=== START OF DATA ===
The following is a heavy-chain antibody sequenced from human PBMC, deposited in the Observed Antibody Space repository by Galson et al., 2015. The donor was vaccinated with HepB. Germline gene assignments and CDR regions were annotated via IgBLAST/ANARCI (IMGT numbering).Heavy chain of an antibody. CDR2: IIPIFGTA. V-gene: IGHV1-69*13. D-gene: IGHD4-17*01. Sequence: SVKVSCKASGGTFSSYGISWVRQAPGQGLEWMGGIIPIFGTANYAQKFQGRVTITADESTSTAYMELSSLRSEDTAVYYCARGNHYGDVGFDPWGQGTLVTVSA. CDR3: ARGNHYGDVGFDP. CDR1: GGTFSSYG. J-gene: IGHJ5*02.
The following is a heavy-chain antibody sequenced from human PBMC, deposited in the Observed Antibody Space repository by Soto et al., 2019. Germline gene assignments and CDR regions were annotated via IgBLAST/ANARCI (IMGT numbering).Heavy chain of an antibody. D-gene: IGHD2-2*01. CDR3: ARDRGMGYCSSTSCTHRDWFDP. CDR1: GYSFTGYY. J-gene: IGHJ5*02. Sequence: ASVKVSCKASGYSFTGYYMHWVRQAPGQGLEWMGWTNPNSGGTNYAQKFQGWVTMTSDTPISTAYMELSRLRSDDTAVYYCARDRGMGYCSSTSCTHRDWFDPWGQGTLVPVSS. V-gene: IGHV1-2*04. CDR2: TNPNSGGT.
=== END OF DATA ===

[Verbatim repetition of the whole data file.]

The following is a heavy-chain antibody sequenced from human PBMC, deposited in the Observed Antibody Space repository by Galson et al., 2015. The donor was vaccinated with HepB. Germline gene assignments and CDR regions were annotated via IgBLAST/ANARCI (IMGT numbering).Heavy chain of an antibody. CDR2: IIPIFGTA. V-gene: IGHV1-69*13. D-gene: IGHD4-17*01. Sequence: SVKVSCKASGGTFSSYGISWVRQAPGQGLEWMGGIIPIFGTANYAQKFQGRVTITADESTSTAYMELSSLRSEDTAVYYCARGNHYGDVGFDPWGQGTLVTVSA. CDR3: ARGNHYGDVGFDP. CDR1: GGTFSSYG. J-gene: IGHJ5*02.
The following is a heavy-chain antibody sequenced from human PBMC, deposited in the Observed Antibody Space repository by Soto et al., 2019. Germline gene assignments and CDR regions were annotated via IgBLAST/ANARCI (IMGT numbering).Heavy chain of an antibody. D-gene: IGHD2-2*01. CDR3: ARDRGMGYCSSTSCTHRDWFDP. CDR1: GYSFTGYY. J-gene: IGHJ5*02. Sequence: ASVKVSCKASGYSFTGYYMHWVRQAPGQGLEWMGWTNPNSGGTNYAQKFQGWVTMTSDTPISTAYMELSRLRSDDTAVYYCARDRGMGYCSSTSCTHRDWFDPWGQGTLVPVSS. V-gene: IGHV1-2*04. CDR2: TNPNSGGT.